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Why it’s so important for boards to be diverse


Hedwige Nuyens, Managing Director of the International Banking Federation, talks about the significance of the EU’s Women on Boards Directive in the latest webinar of the CJBS Perspectives series.

Group of smiling businesspeople in a morning meeting.
Hedwige Nuyens.
Hedwige Nuyens

One of 7 daughters born to parents in Belgium who desperately wanted a son, Hedwige Nuyens, Managing Director of the International Banking Federation and Chair of European Women on Boards, says she came into the world with “no expectation at all”.

Consequently, when she was a very young girl, she promised herself that if she rose to a position of influence one day, she would do something to level the playing field for other females. And she has stayed true to her younger self, mentoring younger talent throughout her career in a push for greater diversity and inclusion in companies and society.

The passage of the EU’s Women on Boards Directive in November 2022 was a highlight of Nuyens’s career, as European Women on Boards played a pivotal role in this. The Directive, which had been blocked by the Council of the European Union for a decade, requires stock-listed companies to have at least 40% of non-executive director posts, or one-third of all director posts, filled by women by July 2026.

Nuyens was interviewed by Simon Taylor, Management Practice Professor of Finance and Director of the Global Executive MBA programme at Cambridge Judge Business School, as part of CJBS Perspectives: Leadership in Unprecedented Times, a series of talks with prominent business leaders and other public figures organised by the Alumni & External Engagement team at Cambridge Judge.

Here are edited excerpts of her thoughts:

Women must understand the system to change the system. If you want to make a career in a traditional banking sector – and it’s true for many other industries – you need to be visible. You need to network. You need to be known by people and also let other people know what you want, what you can bring to the table. I thought that perhaps there was a learning point that I could share with others so, very early in my career, I started to mentor, to rally with other women and see how we could be stronger together.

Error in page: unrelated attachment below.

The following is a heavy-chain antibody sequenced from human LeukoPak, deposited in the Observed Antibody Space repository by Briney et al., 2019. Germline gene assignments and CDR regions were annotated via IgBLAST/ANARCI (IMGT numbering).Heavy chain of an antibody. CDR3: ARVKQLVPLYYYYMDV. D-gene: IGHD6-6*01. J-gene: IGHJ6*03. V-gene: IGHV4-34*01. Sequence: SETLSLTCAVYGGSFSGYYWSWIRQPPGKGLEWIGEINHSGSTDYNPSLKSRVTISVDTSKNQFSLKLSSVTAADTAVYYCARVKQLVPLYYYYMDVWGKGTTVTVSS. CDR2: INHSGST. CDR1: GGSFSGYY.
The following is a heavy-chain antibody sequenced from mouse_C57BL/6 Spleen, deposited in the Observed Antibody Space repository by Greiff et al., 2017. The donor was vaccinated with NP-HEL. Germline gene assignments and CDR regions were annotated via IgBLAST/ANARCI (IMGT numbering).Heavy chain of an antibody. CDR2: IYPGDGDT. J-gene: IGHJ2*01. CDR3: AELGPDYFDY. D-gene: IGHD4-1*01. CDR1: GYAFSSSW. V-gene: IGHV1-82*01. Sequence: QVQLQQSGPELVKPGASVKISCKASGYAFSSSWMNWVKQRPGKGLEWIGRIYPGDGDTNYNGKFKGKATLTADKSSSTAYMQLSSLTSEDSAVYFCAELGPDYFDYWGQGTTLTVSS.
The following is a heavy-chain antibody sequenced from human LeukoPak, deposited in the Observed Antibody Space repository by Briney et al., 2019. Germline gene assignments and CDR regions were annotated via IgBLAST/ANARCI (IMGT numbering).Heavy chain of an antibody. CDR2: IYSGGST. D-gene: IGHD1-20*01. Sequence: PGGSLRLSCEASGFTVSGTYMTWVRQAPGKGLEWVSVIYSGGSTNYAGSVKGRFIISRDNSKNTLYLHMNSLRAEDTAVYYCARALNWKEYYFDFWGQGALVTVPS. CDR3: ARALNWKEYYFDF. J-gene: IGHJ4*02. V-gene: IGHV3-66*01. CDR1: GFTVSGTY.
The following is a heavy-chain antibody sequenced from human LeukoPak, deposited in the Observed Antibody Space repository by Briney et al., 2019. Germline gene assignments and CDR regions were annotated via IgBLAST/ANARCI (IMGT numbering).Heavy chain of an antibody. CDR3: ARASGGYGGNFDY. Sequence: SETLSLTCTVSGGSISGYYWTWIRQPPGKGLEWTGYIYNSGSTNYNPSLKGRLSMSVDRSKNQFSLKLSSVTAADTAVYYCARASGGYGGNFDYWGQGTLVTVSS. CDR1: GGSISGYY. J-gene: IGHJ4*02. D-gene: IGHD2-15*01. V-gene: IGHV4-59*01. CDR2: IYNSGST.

It’s not about copying what men are doing. It’s about trying to understand the system. If women understand the system and how to make it work for them, how to influence decision-making, then they can change the system itself.

It’s not about women for women’s sake. The crucial element of the Women on Boards Directive is that it calls for “transparent selection procedures”. Companies must have an objective and be able to explain why the person they are nominating is the best candidate. This avoids the trick of the quota where women don’t want to be nominated because they are women, but the Directive actually reverses this: you can nominate a candidate but, if it’s a man and you don’t have 40% women on the board, you have to explain why there was no woman and why this man is the best candidate.

The directive prevents cultural differences from being used as an excuse. For national regulation in every country, we need to balance the fine line between saying you have to do it, and understanding how you can do it in the best possible way by understanding what underlying issue might be the blocking factor.

Our first objective is to create a talent pool of one thousand women who are ready and eager to take on those positions, not only board but also C-suite. We want to engage in dialogue with companies, reaching out to see how we can help with nominations and talent. We also work with executive search firms. It’s not only about women, it’s about all women and, in our talent pool of one thousand women, we make sure that we have at least 20% coming from underrepresented groups.

Using all talent is right and effective. We are looking to have as many male allies as we can. This is so important because it’s not just a women’s organisation, it’s not just a women’s issue. Using all talent is the right thing to do and will actually help to have much better, and much better-performing, companies.

The banking industry is now at the forefront of change. Finance has traditionally been very conservative but, after the financial crisis in 2008, change is happening more quickly in the banking industry than elsewhere. More scrutiny from external auditors and supervisors increases the focus on diversity and risk management.

Young people should never forget the power of networking. It’s so important to be part of an alumni network like the one in Cambridge. Don’t stay alone. You know the power of social media, but it’s really very useful in a professional career as well.

The webinar

Launched in April 2020 in response to the tumult of the global pandemic, CJBS Perspectives: Leadership in Unprecedented Times is a video series organised by the Alumni & External Engagement team at Cambridge Judge. The series features globally prominent business leaders discussing timely and interesting business topics and themes, as well as a view on how they and their organisations have coped, and even thrived, in challenging times.

Watch the video interview between Hedwige Nuyens and Simon Taylor